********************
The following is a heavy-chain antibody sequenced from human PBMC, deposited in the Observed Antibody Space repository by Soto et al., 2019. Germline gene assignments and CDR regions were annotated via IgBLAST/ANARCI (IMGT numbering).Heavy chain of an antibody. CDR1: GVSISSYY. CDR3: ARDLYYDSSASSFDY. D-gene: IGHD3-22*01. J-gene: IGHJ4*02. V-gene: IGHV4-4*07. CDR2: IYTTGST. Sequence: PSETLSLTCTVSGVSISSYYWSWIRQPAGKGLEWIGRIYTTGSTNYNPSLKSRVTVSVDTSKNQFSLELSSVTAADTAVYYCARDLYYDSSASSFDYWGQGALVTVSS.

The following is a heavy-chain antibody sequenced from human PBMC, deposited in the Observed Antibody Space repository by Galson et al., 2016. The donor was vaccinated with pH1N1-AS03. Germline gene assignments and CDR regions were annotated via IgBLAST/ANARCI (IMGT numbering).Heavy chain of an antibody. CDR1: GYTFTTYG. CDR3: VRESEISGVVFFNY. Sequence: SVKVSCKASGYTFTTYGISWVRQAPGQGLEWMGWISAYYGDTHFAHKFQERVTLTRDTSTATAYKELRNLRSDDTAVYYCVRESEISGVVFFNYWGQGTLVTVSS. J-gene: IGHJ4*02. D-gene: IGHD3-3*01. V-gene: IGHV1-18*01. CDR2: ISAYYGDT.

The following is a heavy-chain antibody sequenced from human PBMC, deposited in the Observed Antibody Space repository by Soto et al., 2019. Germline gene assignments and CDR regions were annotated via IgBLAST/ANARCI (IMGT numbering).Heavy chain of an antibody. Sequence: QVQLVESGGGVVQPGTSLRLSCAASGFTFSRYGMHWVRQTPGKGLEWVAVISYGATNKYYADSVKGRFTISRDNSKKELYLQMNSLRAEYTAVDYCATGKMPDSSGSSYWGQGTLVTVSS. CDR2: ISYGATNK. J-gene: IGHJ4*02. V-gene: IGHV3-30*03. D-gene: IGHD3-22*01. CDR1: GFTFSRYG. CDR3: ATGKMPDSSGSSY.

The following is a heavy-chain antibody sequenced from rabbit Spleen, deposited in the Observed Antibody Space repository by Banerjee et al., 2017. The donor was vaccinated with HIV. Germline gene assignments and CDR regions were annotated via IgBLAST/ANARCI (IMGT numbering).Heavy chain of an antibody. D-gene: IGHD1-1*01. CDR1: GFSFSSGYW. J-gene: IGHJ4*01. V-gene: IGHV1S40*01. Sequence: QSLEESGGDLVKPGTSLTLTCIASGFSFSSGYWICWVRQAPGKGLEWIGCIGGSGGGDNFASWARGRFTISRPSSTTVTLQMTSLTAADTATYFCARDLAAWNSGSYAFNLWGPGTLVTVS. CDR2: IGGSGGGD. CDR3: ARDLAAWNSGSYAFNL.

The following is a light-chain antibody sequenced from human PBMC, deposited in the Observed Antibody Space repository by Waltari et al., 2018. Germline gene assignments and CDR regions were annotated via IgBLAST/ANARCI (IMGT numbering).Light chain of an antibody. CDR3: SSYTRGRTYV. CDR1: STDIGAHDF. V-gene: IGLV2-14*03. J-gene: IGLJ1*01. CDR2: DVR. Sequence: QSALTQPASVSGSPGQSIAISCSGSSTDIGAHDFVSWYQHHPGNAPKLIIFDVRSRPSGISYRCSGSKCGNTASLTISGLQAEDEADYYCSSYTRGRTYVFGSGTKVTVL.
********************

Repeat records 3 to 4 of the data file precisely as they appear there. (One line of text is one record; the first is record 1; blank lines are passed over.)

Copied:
The following is a heavy-chain antibody sequenced from human PBMC, deposited in the Observed Antibody Space repository by Soto et al., 2019. Germline gene assignments and CDR regions were annotated via IgBLAST/ANARCI (IMGT numbering).Heavy chain of an antibody. Sequence: QVQLVESGGGVVQPGTSLRLSCAASGFTFSRYGMHWVRQTPGKGLEWVAVISYGATNKYYADSVKGRFTISRDNSKKELYLQMNSLRAEYTAVDYCATGKMPDSSGSSYWGQGTLVTVSS. CDR2: ISYGATNK. J-gene: IGHJ4*02. V-gene: IGHV3-30*03. D-gene: IGHD3-22*01. CDR1: GFTFSRYG. CDR3: ATGKMPDSSGSSY.

The following is a heavy-chain antibody sequenced from rabbit Spleen, deposited in the Observed Antibody Space repository by Banerjee et al., 2017. The donor was vaccinated with HIV. Germline gene assignments and CDR regions were annotated via IgBLAST/ANARCI (IMGT numbering).Heavy chain of an antibody. D-gene: IGHD1-1*01. CDR1: GFSFSSGYW. J-gene: IGHJ4*01. V-gene: IGHV1S40*01. Sequence: QSLEESGGDLVKPGTSLTLTCIASGFSFSSGYWICWVRQAPGKGLEWIGCIGGSGGGDNFASWARGRFTISRPSSTTVTLQMTSLTAADTATYFCARDLAAWNSGSYAFNLWGPGTLVTVS. CDR2: IGGSGGGD. CDR3: ARDLAAWNSGSYAFNL.